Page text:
Girls Education – a foundation

As I write this blog entry on a fresh Melbourne morning I think about the inequalities I face as a female in Australia; My pay may be lower than my male counterparts, I might face sexism, I might be objectified and valued for by my looks rather than for my brain, or I might face gender stereotypes if I choose to start a family.

Yet can you imagine facing all of these inequalities, coupled with the fact that you may not be educated purely based on the fact that you were born a female?

Robbins’ (2013) film Girl Rising looked at a number of inequalities girls face around the world. He focuses on the true stories of 9 girls from Haiti, Cambodia, Nepal, Egypt, Ethiopia, India, Peru, Sierra Leone, and Afghanistan, ranging in age from 7-15 years old.

Below I will detail some of the individual barriers faced by these girls to receiving an education. However I STRONGLY recommend watching the film Girl Rising. It is a devastating yet inspiring story of determination as these 9 girls fight for what they think is right.

Wadley (Haiti, 7 years-old) – When Wadley’s home and school gets destroyed by the devastating earthquake that hit Haiti in 2010, attending school becomes a treasured past time. Everyday Wadley walks numerous kilometres to retrieve water for her family. One day she notices a makeshift school has been erected on the site of rubble where her old school used to exist. Yet despite her extreme excitement, Wadley is turned away, being told to return when her mother can pay the school fees. Wadley knows there is no money for her to attend school, her and her family are struggling to even feed themselves. Yet Wadley’s determination is unstoppable.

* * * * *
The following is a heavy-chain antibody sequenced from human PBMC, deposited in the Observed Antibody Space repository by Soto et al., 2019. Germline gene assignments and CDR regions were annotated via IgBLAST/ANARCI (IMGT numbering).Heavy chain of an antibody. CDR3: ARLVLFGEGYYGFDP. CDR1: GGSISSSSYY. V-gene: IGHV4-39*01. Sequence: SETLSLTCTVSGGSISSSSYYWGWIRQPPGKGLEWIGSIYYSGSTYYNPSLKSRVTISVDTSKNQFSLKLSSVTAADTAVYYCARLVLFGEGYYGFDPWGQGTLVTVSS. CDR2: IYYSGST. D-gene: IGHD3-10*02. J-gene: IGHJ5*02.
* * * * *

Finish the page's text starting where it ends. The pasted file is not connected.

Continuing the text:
“I will come back every day until I can stay.”

Her teacher, admitting defeat, allows Wadley to stay.

Suma (Nepal, 9 years-old) – Despite all of Suma’s brothers being sent to school, the extreme poverty faced by Suma’s family forces her parents to ‘sell’ her to their landlord under a practice known as bonded labour or Kamlari, as it is known in Nepal. They figured that at least she would have a roof over her head and food to eat working as a Kamlari.

Yet Suma faces both mental and physical abuse, is forced to work long hours on very little sleep, is provided little food and poor housing conditions and often does not have access to any kind of sanitation facilities – toilet or shower/bath.

After years of forced slavery she is provided with a glimmer of hope when a member of the Nepal Youth Foundation (NYF) convinces her master to allow her to attend night classes held specifically for Kamlaris to learn to read and write. Over years members of the NYF work to free Suma from her life of servitude, eventually they are successful.

Reference

Robbins, R. (Director). (2013). Girl Rising [Motion picture]. USA: Documentary Group.

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